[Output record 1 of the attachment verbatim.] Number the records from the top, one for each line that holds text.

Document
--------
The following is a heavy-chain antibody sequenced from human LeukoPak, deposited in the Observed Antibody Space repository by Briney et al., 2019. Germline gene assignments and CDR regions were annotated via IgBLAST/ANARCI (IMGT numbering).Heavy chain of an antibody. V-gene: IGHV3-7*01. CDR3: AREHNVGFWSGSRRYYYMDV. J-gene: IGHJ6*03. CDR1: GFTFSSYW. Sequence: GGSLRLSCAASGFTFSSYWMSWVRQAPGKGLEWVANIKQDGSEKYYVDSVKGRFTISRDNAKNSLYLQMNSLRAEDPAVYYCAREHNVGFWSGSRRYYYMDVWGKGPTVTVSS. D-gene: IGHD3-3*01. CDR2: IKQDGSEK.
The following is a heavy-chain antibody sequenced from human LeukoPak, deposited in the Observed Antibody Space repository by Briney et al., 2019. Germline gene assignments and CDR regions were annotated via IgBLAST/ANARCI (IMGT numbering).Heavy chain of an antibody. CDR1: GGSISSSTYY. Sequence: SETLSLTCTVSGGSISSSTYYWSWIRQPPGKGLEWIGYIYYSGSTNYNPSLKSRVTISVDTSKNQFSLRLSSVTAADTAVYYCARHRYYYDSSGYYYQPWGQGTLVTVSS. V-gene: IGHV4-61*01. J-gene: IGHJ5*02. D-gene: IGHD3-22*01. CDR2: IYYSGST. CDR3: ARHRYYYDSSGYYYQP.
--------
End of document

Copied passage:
The following is a heavy-chain antibody sequenced from human LeukoPak, deposited in the Observed Antibody Space repository by Briney et al., 2019. Germline gene assignments and CDR regions were annotated via IgBLAST/ANARCI (IMGT numbering).Heavy chain of an antibody. V-gene: IGHV3-7*01. CDR3: AREHNVGFWSGSRRYYYMDV. J-gene: IGHJ6*03. CDR1: GFTFSSYW. Sequence: GGSLRLSCAASGFTFSSYWMSWVRQAPGKGLEWVANIKQDGSEKYYVDSVKGRFTISRDNAKNSLYLQMNSLRAEDPAVYYCAREHNVGFWSGSRRYYYMDVWGKGPTVTVSS. D-gene: IGHD3-3*01. CDR2: IKQDGSEK.